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Johnson County spared the ax

BY REGINA ZILBERMINTS | NOVEMBER 13, 2009 7:20 AM

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Employees at the Johnson County Courthouse were spared any layoffs, though judicial-branch staff statewide wasn’t so lucky.

Chief Justice Marsha Ternus announced Thursday the department would cut more than 200 positions statewide. Of those, 105 will be through layoffs; and 100 open positions will remain unfilled. An additional 58 employees will have their hours cut.

Though Lodema Berkley, the Johnson County clerk of court, was openly worried about cuts earlier this week, no one in her office will be laid off. The only effect the announcement has on Johnson County is one court reporter’s hours will be reduced.

“We were thrilled to death,” Berkley said. “We may have furlough days, but at least we all have our jobs.”

The good news may be due to luck. Berkley said she didn’t realize she had three additional positions she could have filled after the state transferred the positions to Johnson County from another courthouse. Essentially, those spots were cut. She jokingly referred to them as “the three ghost employees who were cut.”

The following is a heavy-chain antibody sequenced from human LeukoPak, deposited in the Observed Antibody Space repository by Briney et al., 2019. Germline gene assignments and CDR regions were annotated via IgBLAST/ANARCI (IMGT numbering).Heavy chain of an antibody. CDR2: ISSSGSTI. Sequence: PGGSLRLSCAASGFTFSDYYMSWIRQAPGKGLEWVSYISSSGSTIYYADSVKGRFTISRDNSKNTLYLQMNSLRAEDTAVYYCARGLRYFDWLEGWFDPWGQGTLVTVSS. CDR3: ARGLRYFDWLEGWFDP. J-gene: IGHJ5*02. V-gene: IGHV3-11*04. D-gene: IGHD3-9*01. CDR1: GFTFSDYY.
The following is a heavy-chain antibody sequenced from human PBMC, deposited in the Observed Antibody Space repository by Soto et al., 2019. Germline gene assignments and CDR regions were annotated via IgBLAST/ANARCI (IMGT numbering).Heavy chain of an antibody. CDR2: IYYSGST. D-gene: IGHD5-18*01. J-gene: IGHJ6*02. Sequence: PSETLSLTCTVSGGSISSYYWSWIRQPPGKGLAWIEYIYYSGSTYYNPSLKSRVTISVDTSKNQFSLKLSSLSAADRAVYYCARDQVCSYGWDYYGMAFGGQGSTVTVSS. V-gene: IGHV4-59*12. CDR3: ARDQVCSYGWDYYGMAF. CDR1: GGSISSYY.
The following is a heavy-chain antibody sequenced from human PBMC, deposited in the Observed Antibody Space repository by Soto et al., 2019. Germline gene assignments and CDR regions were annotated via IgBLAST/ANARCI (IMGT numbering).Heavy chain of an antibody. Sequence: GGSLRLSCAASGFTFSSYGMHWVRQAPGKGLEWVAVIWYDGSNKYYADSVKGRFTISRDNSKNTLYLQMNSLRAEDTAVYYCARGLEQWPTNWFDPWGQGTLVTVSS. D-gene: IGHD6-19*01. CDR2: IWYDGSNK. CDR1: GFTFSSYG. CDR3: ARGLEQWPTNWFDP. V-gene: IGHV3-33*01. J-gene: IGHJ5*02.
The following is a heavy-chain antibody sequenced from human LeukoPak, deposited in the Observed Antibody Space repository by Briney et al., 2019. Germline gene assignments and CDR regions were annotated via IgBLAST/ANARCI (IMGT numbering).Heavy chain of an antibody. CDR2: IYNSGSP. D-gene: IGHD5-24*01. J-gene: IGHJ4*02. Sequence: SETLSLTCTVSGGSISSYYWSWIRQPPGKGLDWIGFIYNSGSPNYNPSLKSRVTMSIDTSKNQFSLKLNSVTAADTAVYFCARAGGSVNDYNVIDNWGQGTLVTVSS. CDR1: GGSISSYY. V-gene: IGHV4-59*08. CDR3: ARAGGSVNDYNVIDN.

Thursday’s announcement comes just days after the decision to enforce 10 furlough days between December and June. During those days, every courthouse in the state will close. Each of the judicial department’s 1,935 employees will take 10 days of unpaid leave.

Local officials were already concerned about the effects that would have. Nine of the 10 furlough days will be on Thursdays or Fridays, two of the office’s busiest days. With the office already handling about 1,000 files per week, backlogs will only grow, Berkley said, and clerks will have to prioritize which cases to handle first.

The layoffs and furloughs are intended to make up for a 7.1 percent budget shortfall within the judicial branch. Though Gov. Chet Culver had asked departments to take a 10 percent cut, the judicial branch was exempt from that request because it is a different branch of government.

Ternus decided not to reduce the budget by the full 10 percent because she didn’t have any departments or programs she could cut. About 95 percent of the judicial branch’s budget goes to personnel.

Clerk of courts offices statewide will also close to the public two hours early Tuesdays and Thursdays.


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